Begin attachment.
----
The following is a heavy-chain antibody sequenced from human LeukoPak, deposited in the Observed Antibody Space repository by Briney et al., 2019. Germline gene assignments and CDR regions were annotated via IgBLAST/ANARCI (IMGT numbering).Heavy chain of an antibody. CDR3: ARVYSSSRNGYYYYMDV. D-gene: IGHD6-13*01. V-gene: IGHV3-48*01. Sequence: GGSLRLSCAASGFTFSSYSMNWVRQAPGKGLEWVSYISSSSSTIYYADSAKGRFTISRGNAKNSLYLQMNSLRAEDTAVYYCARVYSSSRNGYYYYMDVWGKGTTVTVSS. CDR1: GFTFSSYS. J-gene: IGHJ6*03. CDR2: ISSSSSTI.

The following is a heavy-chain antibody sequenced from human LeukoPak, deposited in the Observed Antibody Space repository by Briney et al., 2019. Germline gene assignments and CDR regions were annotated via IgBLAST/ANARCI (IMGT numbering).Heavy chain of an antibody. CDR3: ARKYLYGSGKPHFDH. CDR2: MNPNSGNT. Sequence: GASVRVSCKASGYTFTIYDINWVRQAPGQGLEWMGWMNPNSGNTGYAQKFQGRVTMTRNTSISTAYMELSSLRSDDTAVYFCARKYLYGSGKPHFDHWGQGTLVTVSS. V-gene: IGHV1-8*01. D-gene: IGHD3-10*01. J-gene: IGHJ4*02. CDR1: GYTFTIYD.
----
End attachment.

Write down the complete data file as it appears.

The following is a heavy-chain antibody sequenced from human LeukoPak, deposited in the Observed Antibody Space repository by Briney et al., 2019. Germline gene assignments and CDR regions were annotated via IgBLAST/ANARCI (IMGT numbering).Heavy chain of an antibody. CDR3: ARVYSSSRNGYYYYMDV. D-gene: IGHD6-13*01. V-gene: IGHV3-48*01. Sequence: GGSLRLSCAASGFTFSSYSMNWVRQAPGKGLEWVSYISSSSSTIYYADSAKGRFTISRGNAKNSLYLQMNSLRAEDTAVYYCARVYSSSRNGYYYYMDVWGKGTTVTVSS. CDR1: GFTFSSYS. J-gene: IGHJ6*03. CDR2: ISSSSSTI.

The following is a heavy-chain antibody sequenced from human LeukoPak, deposited in the Observed Antibody Space repository by Briney et al., 2019. Germline gene assignments and CDR regions were annotated via IgBLAST/ANARCI (IMGT numbering).Heavy chain of an antibody. CDR3: ARKYLYGSGKPHFDH. CDR2: MNPNSGNT. Sequence: GASVRVSCKASGYTFTIYDINWVRQAPGQGLEWMGWMNPNSGNTGYAQKFQGRVTMTRNTSISTAYMELSSLRSDDTAVYFCARKYLYGSGKPHFDHWGQGTLVTVSS. V-gene: IGHV1-8*01. D-gene: IGHD3-10*01. J-gene: IGHJ4*02. CDR1: GYTFTIYD.